Early Friday morning, negotiators for House and Senate reached a compromise on the OTC derivatives bill. The “conference report” which reflects this compromise will be sent next week to the House and Senate to be voted upon. It is expected to pass and be signed into law by the President not later than July 4th. The differences between the bills were negotiated through the night. Though it was televised on C-SPAN, many of the amendments were not made available to the public, including the final House “offer” that contained last minute changes. As such, many of the items below are subject to confirmation upon review of the actual language.

1. Margin: A provision exempting end user transactions from margin was removed in the early Friday morning. Though regulators do not have clear authority to impose margin on end users, they do have authority to impose margin on dealers, even in a transaction with an end user. If such authority were used, cost would increase for dealers and ultimately for end users.

2. Clearing exemption: Non-financial companies hedging their commercial risk are not required to clear or exchange trade. Private funds and any other company that is predominantly financial in nature (e.g., banks, insurance companies, etc.) will be subject to clearing and trading requirements; however, there is language that would allow the CFTC to exempt community banks from these requirements. Any entity using the clearing exemption must be hedging commercial risk and must “notify” the CFTC how they generally meet their financial obligations.

3. Grandfathering on Margin: A provision to explicitly grandfather existing trades was not included in the final bill. The CFTC has indicated that they do not believe they have legal authority to impose margin on existing trades unless that authority were explicitly granted in the legislation. However, private attorneys have challenged that analysis, so market participants will watch this issue closely. The American Bar Association believes there would be a legal challenge if regulators attempt to impose margin on existing trades.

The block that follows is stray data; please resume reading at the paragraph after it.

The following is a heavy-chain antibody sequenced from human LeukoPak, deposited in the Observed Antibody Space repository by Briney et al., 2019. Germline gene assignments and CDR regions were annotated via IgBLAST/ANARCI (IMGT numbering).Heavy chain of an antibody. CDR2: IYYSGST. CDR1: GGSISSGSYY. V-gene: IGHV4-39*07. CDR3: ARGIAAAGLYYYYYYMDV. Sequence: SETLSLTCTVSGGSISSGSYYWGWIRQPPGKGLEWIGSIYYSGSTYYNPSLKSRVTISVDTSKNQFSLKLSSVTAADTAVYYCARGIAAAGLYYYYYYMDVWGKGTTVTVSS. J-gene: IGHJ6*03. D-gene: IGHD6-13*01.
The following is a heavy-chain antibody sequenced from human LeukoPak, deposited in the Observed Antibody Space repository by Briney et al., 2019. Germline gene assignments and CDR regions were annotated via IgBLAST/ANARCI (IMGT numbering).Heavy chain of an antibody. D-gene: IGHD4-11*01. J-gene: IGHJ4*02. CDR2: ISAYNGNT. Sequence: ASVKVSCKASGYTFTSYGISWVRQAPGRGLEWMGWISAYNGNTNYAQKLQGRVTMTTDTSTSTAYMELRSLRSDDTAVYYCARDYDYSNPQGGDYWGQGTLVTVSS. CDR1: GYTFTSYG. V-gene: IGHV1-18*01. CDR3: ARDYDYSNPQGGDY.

4. Swap Desk Spin-off (Section 716): A compromise was reached that should limit the impact of this provision to products that are considered riskier. We understand that such products include those not permitted for a bank to hold under the National Bank Act, including non-cleared CDS, CDS against ABS (including subprime mortgage bonds), commodity and agriculture swaps, equity swaps, energy swaps, and metal swaps (excluding gold/silver). These products will be required to be pushed out into an affiliate. Less risky products that did not contribute to the financial crisis, including those used to hedge a bank’s risk, were allowed to stay within the depository institution. Such products include interest rate swaps, currency swaps, gold/silver swaps, and cleared investment grade CDS. The spin-off provision will be effective two years from enactment, and may allow for the grandfathering of existing trades.

5. Swap dealer: Community and regional banks that offer swaps to their commercial customers in connection with lending activity, appear to have been carved out from the swap dealer definition. We will need to confirm this.

6. FX: Foreign currency transactions will be defined as swaps and thus would fall under the regulatory regime; however, the Treasury Secretary has been granted discretion to exempt currency swaps and forwards.

7. Effective Date: The effective date has been moved out to 1 year from enactment.

8. Fiduciary duty: Banks will not be required to act as fiduciaries when facing pension plans, municipalities, and other governmental entities. However, they will be subject to a specific standard of care in their dealings. We believe these changes substantially diminish the concern that these entities would effectively be shut out from the OTC market.

9. Rulemaking: Expedited rulemaking was removed, giving companies the ability to provide public comment on rules before they are finalized.

10. Major swap participant: Employee benefit plans and captive finance arms of industrial companies were scoped out of the major swap participant definition. Captive finance arms were also carved out of the clearing requirements.

Though we now have certainty with respect to key aspects of the bill, there remains significant ambiguity over how many of the provisions will be enforced, the types of transactions that will qualify as hedges of commercial risk, the entities that will be subject to clearing and trading requirements due to the size of their portfolios, etc. Chatham, together with the Coalition for Derivatives End-Users, will play an active role in voicing end user concerns when rulemaking begins in the coming weeks and months. Additionally, we will continue to partner with you to ensure you are thoroughly equipped to successfully manage your risks in the new regulatory landscape.